Through the lens of the late Danish Siddiqui - MARKETING Magazine Asia


Through the lens of the late Danish Siddiqui

This article first appeared as the cover story in the MARKETING Weekender, issue 299, on 23 July 2021

“I shoot for the common man who wants to see and feel a story from a place where he can’t be present himself.” – Danish Siddiqui

Danish Siddiqui was a Reuters photojournalist and the first Indian alongside Adnan Abidi, to win the Pulitzer Prize for Feature Photography for his documentation on the Rohingya Refugee Crisis. On July 15, 2021, Danish was shot to death in a crossfire while documenting the Taliban Offensive in Afghanistan. 

His death is a reminder of how dangerous photojournalism can be. Yet there is indisputable value in a profession of “silent speakers” who capture photographs that transcend language and culture, to cast a lasting image into our consciousness.  

Danish Siddiqui
Indian editorial-cartoonist, Satish Acharya, posted this photo on his Twitter

German-Iranian journalist described Danish as ‘the man who captured humanity.’ The Guardian’s tribute to him writes that Danish’s breath-taking body of work for Reuters “spanned some of the world’s most era-defining crises.”

While the ethics of photojournalists have been questioned and raised as a concern, advocates have stressed its “distinct and important ability to indisputably represent the truth.”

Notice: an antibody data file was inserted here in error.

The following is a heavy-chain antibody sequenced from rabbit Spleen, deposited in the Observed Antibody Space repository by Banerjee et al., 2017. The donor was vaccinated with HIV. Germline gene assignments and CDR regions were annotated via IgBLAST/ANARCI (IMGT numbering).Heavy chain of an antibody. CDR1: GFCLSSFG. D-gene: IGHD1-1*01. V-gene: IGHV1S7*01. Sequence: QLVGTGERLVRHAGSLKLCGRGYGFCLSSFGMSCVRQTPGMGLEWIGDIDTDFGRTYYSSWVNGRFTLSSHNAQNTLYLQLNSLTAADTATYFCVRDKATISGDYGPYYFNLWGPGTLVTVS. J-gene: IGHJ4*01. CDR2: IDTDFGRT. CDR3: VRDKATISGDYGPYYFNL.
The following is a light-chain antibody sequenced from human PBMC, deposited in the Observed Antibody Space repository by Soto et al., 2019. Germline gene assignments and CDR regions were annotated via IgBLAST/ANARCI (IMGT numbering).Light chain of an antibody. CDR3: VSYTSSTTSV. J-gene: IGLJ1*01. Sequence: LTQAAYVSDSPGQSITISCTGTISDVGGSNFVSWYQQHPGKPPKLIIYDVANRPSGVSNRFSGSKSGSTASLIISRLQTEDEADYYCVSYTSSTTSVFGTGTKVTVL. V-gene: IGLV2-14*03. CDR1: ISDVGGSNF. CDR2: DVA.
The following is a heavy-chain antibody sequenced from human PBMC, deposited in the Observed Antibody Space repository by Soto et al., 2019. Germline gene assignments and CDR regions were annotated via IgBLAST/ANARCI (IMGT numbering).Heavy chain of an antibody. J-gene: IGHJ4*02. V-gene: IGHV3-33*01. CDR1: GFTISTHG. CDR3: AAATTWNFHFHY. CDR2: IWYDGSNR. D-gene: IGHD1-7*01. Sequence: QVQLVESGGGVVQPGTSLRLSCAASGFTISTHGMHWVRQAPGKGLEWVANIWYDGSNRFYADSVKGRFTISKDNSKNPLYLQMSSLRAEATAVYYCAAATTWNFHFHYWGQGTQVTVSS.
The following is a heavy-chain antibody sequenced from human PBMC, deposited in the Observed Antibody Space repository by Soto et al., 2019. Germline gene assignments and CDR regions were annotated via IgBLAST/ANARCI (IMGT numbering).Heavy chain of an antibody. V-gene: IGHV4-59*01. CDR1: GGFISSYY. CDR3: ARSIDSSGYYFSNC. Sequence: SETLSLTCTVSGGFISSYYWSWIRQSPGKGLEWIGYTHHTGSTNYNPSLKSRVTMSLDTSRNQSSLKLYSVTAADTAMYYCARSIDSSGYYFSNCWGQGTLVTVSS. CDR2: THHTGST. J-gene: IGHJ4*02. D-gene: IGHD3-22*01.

Art and photo director, Molly Gottschalk, avowed that despite questions surrounding the integrity of journalists, “images of visceral power, ones which present unquestionable truths, will play an increasingly important role in not just accompanying a story but serving as the document that allows it to resist being summarily rejected with a buzzword.” 

Below is our pick of some of Danish’s finest images taken throughout his career. Read the captions for full appreciation.

Danish Siddiqui
Krishna, 11, at a marriage ceremony at her new husband’s home in a village near Kota, in the northwestern state of Rajasthan, in 2010. The legal age for marriage in India is 18, but weddings like these are common, especially in poor, rural areas where girls in particular are married off young. Some 47% of women aged between 20 and 24 are married before the age of 18, according to the government’s latest national family health survey
Danish
The worn-out socks of Ram Pratap Verma, an aspiring Bollywood actor, on a beach in Mumbai in 2013. Like many others attracted by the Indian film industry, Ram Pratap Verma made the journey from his small village to the city in 2005
A man feeds seagulls on a beach along the Arabian Sea in Mumbai, India, February 9, 2016.
People wait to cremate victims who died due to COVID-19, at a crematorium ground in New Delhi.
Members of the Afghan special forces tend to an Afghan soldier wounded during a firefight with the Taliban in Kandahar province, Afghanistan, on 12 July 2021. The picture was taken three days before Danish Siddiqui was shot dead by the Taliban
Danish
The worn-out socks of Ram Pratap Verma, an aspiring Bollywood actor, on a beach in Mumbai in 2013. Like many others attracted by the Indian film industry, Ram Pratap Verma made the journey from his small village to the city in 2005
Danish Saddiqui
The Pulitzer prize winning photograph of Danish Siddiqui | Above: An exhausted Rohingya refugee woman touches the shore after crossing the Bangladesh-Myanmar border by boat through the Bay of Bengal, in Shah Porir Dwip, Bangladesh September 11, 2017

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